DBSCAN

Introduction to DBSCAN

Density-Based Spatial Clustering of Applications with Noise (DBSCAN) identifies arbitrarily shaped clusters and noise (outliers) in data. The Statistics and Machine Learning Toolbox™ function dbscan performs clustering on an input data matrix or on pairwise distances between observations. dbscan returns the cluster indices and a vector indicating the observations that are core points (points inside clusters). Unlike k-means clustering, the DBSCAN algorithm does not require prior knowledge of the number of clusters, and clusters are not necessarily spheroidal. DBSCAN is also useful for density-based outlier detection, because it identifies points that do not belong to any cluster.

For a point to be assigned to a cluster, it must satisfy the condition that its epsilon neighborhood (epsilon) contains at least a minimum number of neighbors (minpts). Or, the point can lie within the epsilon neighborhood of another point that satisfies the epsilon and minpts conditions. The DBSCAN algorithm identifies three kinds of points:

  • Core point — A point in a cluster that has at least minpts neighbors in its epsilon neighborhood

  • Border point — A point in a cluster that has fewer than minpts neighbors in its epsilon neighborhood

  • Noise point — An outlier that does not belong to any cluster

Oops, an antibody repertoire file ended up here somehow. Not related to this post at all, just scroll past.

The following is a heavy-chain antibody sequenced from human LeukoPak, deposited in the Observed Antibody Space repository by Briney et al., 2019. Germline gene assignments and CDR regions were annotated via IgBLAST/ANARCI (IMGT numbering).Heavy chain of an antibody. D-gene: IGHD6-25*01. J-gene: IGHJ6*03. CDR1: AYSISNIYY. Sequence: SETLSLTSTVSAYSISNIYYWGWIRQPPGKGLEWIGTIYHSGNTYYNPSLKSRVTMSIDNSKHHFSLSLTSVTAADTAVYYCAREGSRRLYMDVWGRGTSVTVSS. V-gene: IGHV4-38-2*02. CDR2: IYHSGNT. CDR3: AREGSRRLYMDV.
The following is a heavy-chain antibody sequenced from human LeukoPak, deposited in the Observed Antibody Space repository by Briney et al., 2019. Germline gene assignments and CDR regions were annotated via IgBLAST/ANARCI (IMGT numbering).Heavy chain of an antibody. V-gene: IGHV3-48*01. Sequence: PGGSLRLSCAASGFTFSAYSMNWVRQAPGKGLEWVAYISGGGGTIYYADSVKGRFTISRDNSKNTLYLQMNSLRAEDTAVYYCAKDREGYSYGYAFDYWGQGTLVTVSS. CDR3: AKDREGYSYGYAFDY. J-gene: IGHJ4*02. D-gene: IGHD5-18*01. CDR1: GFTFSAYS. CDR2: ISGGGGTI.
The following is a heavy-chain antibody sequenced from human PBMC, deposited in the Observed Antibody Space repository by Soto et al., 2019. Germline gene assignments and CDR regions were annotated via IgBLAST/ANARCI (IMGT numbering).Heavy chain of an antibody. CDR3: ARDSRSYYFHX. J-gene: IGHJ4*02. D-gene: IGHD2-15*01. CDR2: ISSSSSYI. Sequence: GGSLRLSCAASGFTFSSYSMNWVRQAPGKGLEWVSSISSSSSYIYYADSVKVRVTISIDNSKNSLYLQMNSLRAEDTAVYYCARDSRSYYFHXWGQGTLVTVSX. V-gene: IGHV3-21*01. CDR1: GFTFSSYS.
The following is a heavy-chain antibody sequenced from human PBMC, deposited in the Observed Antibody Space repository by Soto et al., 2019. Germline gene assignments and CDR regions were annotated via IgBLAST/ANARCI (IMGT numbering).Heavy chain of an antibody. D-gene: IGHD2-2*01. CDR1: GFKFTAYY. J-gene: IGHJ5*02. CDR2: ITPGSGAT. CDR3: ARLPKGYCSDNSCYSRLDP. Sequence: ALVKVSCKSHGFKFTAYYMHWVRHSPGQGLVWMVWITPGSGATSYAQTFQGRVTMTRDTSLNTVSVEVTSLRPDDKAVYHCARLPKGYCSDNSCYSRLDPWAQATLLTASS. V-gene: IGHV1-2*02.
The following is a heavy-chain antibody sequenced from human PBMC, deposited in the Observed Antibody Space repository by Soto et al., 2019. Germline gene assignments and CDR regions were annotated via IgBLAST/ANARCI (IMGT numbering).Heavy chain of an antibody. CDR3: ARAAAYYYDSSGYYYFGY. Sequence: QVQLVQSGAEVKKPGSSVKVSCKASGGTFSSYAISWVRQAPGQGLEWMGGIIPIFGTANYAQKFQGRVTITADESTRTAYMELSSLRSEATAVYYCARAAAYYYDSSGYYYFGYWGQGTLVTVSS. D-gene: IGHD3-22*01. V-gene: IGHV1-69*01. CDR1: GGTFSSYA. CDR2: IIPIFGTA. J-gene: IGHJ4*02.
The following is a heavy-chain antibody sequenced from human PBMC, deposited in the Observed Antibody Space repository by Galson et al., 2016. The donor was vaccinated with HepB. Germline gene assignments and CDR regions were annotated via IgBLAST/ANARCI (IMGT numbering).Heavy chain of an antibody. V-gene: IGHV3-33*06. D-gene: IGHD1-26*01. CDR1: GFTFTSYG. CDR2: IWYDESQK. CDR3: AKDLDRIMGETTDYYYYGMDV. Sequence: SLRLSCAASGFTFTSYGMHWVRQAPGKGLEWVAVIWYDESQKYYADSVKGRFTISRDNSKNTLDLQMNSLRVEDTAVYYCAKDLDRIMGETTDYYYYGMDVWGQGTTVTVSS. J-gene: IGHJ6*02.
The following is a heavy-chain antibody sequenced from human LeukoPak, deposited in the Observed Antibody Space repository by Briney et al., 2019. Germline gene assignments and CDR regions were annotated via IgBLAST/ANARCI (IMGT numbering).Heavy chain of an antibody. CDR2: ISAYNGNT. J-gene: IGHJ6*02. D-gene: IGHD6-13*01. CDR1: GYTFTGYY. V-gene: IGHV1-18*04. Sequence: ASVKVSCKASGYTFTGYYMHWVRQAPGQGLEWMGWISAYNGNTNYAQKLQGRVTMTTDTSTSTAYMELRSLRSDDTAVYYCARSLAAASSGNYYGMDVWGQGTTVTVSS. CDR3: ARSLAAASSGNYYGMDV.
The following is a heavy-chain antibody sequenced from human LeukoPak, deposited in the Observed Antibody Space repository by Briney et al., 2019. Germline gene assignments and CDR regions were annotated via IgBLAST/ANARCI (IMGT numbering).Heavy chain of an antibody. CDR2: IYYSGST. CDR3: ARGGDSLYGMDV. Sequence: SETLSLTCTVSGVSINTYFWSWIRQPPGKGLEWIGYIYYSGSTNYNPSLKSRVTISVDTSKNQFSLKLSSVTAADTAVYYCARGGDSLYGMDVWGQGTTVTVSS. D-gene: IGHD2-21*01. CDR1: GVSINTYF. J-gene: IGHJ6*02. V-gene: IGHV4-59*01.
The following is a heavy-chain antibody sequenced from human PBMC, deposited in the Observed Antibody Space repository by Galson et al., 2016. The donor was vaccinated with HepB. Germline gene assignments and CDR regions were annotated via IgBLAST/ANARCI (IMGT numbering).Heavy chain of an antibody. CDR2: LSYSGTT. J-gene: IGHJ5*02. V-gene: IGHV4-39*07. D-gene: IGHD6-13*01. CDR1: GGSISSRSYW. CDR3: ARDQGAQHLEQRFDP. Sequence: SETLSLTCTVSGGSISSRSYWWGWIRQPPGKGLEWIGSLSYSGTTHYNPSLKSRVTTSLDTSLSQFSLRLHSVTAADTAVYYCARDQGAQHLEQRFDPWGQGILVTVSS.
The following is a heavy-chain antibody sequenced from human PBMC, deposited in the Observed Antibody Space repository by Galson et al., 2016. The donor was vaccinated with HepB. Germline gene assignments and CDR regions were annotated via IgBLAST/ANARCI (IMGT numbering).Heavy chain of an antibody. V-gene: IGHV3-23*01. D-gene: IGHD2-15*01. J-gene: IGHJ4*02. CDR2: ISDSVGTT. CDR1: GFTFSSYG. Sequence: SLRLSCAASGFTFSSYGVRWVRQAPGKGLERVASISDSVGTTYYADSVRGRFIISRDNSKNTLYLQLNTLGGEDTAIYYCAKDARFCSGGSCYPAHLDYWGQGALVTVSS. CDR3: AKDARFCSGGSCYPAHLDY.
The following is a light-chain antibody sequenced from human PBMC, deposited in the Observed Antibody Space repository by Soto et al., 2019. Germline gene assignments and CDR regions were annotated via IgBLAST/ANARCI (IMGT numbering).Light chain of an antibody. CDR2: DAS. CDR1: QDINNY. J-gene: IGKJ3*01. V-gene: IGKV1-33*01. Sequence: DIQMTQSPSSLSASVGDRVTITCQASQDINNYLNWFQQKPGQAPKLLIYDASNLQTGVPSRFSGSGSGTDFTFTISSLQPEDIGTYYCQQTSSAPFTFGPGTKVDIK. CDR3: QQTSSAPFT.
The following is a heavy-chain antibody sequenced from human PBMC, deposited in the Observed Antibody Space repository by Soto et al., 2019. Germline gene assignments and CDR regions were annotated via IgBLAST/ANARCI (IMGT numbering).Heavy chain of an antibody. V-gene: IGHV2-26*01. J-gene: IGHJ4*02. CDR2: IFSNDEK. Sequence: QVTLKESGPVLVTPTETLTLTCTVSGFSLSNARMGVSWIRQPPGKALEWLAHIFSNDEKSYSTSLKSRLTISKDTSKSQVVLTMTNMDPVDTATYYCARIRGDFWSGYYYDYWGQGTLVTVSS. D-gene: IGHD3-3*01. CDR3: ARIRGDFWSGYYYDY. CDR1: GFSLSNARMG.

DBSCAN works with a wide range of distance metrics, and you can define a custom distance metric for your particular application. The choice of a distance metric determines the shape of the neighborhood.

Algorithm Description

For specified values of the epsilon neighborhood epsilon and the minimum number of neighbors minpts required for a core point, the dbscan function implements DBSCAN as follows:

  1. From the input data set X, select the first unlabeled observation x1 as the current point, and initialize the first cluster label C to 1.

  2. Find the set of points within the epsilon neighborhood epsilon of the current point. These points are the neighbors.

    1. If the number of neighbors is less than minpts, then label the current point as a noise point (or an outlier). Go to step 4.